That sounds more easier to design. You have the living room as the center piece of the house, and then design the rest of the rooms on top of that. Easier to assemble too I guess.


The way I think of these problems is by looking at design as a top-down process. If someone gives you the boundaries of the house and you have to put rooms there, think of how you would divide the house into rooms, and then think of the design of each individual room later on. Similarly you may need code that turns the problem of designing a town into several instances of designing a neighborhood, a neighborhood into blocks, a block into buildings... This hierarchical approach divides the design process into manageable chunks.

A relevant classic paper in architecture is "A city is not a tree", by Christopher Alexander. The main thesis of the paper is that a purely hierarchical approach can never produce a reasonable city, because there are relationships between elements at the same level of detail. I believe one can avoid the difficulties described in the paper by incorporating enough context when dividing the design problem into sub-problems. For instance, instead of "design a kitchen in this space", the task would be "design a kitchen in this space that connects to the dining area through this door, to the pantry through this other door and which has a view of the river through this window". That's what I mean by "enough context".

 That's the thing I hoped to avoid by having pre authored rooms. If I start with the boundaries of the house, subdividing it into rooms, then I can no longer have pre authored stuff and I would need to code a way to furnish the house which sounds waaaay more complex than just assembling a house out of a room list.

 

I thought about it as neighborhoods, divided by lower, middle and upper class. First Assassin's Creed cities were divided and unlocked by lower, middle and upper neighborhoods. With each type of neighborhood comes a "tier" of rooms. Lower class have fewer room types, with less furniture and such. Middle class have more or less the same room types, but with more furniture, costly things and such. Upper class have several room types (libraries, spas, "piano room", etc) with more complex houses.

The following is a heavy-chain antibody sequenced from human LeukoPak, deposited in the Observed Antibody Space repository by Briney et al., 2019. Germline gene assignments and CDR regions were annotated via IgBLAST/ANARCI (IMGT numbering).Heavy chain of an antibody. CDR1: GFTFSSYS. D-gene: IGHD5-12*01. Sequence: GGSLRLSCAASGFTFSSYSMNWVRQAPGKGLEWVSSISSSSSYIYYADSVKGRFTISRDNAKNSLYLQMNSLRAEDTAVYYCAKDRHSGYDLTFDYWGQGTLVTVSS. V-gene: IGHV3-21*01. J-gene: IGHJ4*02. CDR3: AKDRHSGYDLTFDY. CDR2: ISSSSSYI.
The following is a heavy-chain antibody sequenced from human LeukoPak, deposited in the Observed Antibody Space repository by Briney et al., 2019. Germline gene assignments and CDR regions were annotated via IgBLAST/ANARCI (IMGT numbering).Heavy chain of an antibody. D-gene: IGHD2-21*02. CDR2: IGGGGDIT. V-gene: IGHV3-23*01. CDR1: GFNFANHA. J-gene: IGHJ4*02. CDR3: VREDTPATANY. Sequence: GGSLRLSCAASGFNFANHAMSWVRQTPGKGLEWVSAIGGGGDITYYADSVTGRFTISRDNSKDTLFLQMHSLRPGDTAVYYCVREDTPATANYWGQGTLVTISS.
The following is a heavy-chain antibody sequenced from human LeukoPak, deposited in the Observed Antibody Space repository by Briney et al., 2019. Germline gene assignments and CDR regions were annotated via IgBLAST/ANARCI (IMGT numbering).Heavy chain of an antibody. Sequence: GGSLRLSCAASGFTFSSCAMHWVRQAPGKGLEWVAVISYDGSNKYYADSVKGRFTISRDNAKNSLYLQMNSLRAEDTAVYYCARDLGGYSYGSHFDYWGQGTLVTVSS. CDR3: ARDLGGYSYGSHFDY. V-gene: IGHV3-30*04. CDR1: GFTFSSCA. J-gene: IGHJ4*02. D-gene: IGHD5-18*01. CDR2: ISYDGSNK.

But, with that there comes the problem of position. Neighborhoods have limits, roads, houses should accommodate to those limits. And while I can imagine more or less a way to assemble houses (via bounding boxes, "access portals" and some rules for positioning), I have no idea if you could actually create roads and blocks procedurally in a way that makes sense and it isn't boring (ie, no massive grid layout). Sounds pretty complex.

0

Share this post


Link to post
Share on other sites

If the point is to simplify things by pre arranging individual rooms, why not do that with buildings as well.  It shouldn't be overly difficult to template up a whole bunch of different designs and arrange your rooms to fit into your templates in some way that allows some variance and randomization.  Say you have a template that says this house will have four rooms.  One room is 4x5, one is 2x3, one is 8x6 and one is 5x6, and they are arranged in "this" manner. 

 

So you write an algorithm that will run through the list of rooms you've made and will randomly choose 4 rooms that fit those size requirements.  Maybe you always want the living room to be the 8x6 room but the 4x5 and 5x6 rooms could be interchangeable between kitchen and bedroom for example.  From there you can just predifine a whole bunch of house templates and build some simple rules like the bathroom can't be bigger than any other rooms or whatever.  This has the advantage of being relatively easy to code, and you could add as many templates as you think you need once you have an algorithm that works.  You could even code up a utility where you could quickly simulate through a whole bunch of buildings and just add templates 2 or 3 at a time until the level of variation seems good to you.

0

Share this post


Link to post
Share on other sites

Create an account or sign in to comment

You need to be a member in order to leave a comment

Create an account

Sign up for a new account in our community. It's easy!


Register a new account

Sign in

Already have an account? Sign in here.


Sign In Now
Sign in to follow this  
Followers 0